Dunkirk France and Brugge Belgium 5 Nov 2013


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Published: November 7th 2013
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Dunkirk France and Brugge Belgium 5 Nov 2013

We have learnt from the locals in Belgium that we need to “expect wet weather’. They get lots of rain! And they are right! As we drove through rural Belgium, we saw lots of water-logged paddocks. I reckon if the farmers didn’t till their land by a particular time of the year, they would “miss the boat”. The land is very flat so there is nowhere for the water to run off. It is the ‘low country’ after all!

Time was on our side when we left Ipres so we decided to duck down to Dunkirk just over the border into France. The Dunes of Dunkirk were an important site for the Alliance in the 2nd WW. It was only 20 km further south. So of we went….in the rain!!!!!

We went straight to the Information Centre which was on the ground floor of the Dunkirk Belfry. A lovely African, French-speaking lady was very helpful in giving us a map of the area as well as advice on where to visit and what to see. She also gave us some advice which will be useful for next year when we visit Normandy (which we missed this year).

Dunkirk has a major port which is incredibly long and of course, is a major link to the UK which is a significant trading partner for Dunkirk and Belgium. The locals use it as a mooring for the many private boats and yachts we saw. There is also the vessel, Princess Elizabeth that is permanently moored in one of the fingers of land that makes up the Port.

We walked around the town as well as the Dunkirk Dunes, trying to imagine what it was really like for the soldiers that battled on the site.

Before we got completely freezing and blown away, we left Dunkirk and headed back up the freeway, back into Belgium and to Brugge (Bruges in English).

With good reason, Brugge is one of the most popular tourist destinations in Belgium. The city owns its pre-eminent position to the beauty of its historic centre, whose winding lanes and picturesque canals lines with fantastic medieval buildings. These are mostly the legacy of the town’s hayday as the centre of the international cloth trade, which flourished for 200 years from the 13th century. During this time the merchants lavished their fortunes on fine mansions, churches, and a set of civic buildings of such extravagance that they were the wonder of Europe.

We were really impressed by the town of 120,000 people that the streets are well maintained, there are rises, and there are no billboards or high rises and the traffic is very well managed.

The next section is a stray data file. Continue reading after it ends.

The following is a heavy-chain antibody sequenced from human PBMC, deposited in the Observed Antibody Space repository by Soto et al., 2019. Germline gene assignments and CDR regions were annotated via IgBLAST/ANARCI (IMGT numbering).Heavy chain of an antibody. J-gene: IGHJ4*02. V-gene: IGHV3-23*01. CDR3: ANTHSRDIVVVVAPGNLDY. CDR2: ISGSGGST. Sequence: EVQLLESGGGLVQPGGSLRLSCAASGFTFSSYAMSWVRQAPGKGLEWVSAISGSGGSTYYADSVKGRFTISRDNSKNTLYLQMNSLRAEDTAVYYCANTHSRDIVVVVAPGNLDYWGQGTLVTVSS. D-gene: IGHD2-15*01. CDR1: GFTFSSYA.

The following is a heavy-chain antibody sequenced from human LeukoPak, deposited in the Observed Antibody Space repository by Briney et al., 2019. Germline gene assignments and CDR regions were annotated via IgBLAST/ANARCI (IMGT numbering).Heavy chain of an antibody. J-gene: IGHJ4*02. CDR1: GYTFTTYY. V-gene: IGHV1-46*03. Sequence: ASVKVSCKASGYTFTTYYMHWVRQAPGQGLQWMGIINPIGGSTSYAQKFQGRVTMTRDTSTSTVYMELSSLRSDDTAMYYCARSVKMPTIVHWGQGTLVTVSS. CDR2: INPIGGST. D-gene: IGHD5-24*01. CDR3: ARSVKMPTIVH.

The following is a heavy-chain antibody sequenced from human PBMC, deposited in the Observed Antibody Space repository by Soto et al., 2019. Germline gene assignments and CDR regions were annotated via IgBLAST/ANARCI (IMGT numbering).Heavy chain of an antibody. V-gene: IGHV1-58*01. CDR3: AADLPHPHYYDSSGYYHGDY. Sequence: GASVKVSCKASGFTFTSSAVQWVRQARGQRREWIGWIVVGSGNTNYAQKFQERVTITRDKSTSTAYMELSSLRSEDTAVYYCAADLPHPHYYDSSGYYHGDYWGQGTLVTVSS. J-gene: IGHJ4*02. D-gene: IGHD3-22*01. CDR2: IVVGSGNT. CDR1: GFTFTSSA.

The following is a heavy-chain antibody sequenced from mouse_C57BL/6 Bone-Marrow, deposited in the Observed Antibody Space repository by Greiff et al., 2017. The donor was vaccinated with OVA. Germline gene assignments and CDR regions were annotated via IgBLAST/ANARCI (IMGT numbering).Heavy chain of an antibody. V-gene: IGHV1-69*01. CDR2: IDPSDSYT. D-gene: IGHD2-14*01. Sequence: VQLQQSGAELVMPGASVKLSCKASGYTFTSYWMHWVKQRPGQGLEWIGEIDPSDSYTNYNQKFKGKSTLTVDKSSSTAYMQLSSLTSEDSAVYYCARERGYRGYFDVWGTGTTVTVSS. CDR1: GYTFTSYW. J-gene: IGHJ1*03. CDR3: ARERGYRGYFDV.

It is a walled city and only 20,000 people live inside the walls. There is a canal, almost completely around the CBD. There are also multiple canals throughout the city. It is almost a mini-Utrecht in Holland.

There are 2 main squares; Markt and Burg Squares. The 13th century Markt square is lines with medieval gabled bouses. Apparently they still hold a market each Saturday in this square. There is also the 13th century Belfry which is an octagonal tower where the city’s medieval charter of rights is held. The Post Office and Gothic Hall is also on this square. There are many restaurants 2 of which we visited to have coffee etc. They were so warm inside.

As it was start to rain again, we decided to catch a City Tour bus which went for 50 minutes. That took us to the Sint-Jan-Hospital Museum building by one of the canals, the old Fish Market and past many of the churches and along the canals. I couldn’t take any photos through the rain-drenched windows, but it showed us what a lovely little city Bruges is. Again, it is another city that would be worth spending more time in.

However, friends who we met in Santorini, Greece, were wanted to meet us in Bruges but couldn’t….fortunately as the weather was not nice…..although sitting in several restaurants could have whiled away the hours very easily!!!! Bruges is that sort of place.

We had booked into the camp site before we looked around the city so we knew where to go. It was only 3 kms from the CBD. After looking around the city, we decided to walk back to our camper which we parked near one of the canals. As we were walking back, it started to rain again. Good timing once again. By the time we got back to the camp site, it was pouring with rain. On the way, we saw a long barge carrying material and it was going under 2 bridges which had to be raised for it to go through. This held the traffic up considerably but the locals seemed to be used to being delayed by raised bridges.

All in all, we highly recommend Brugge as a destination.


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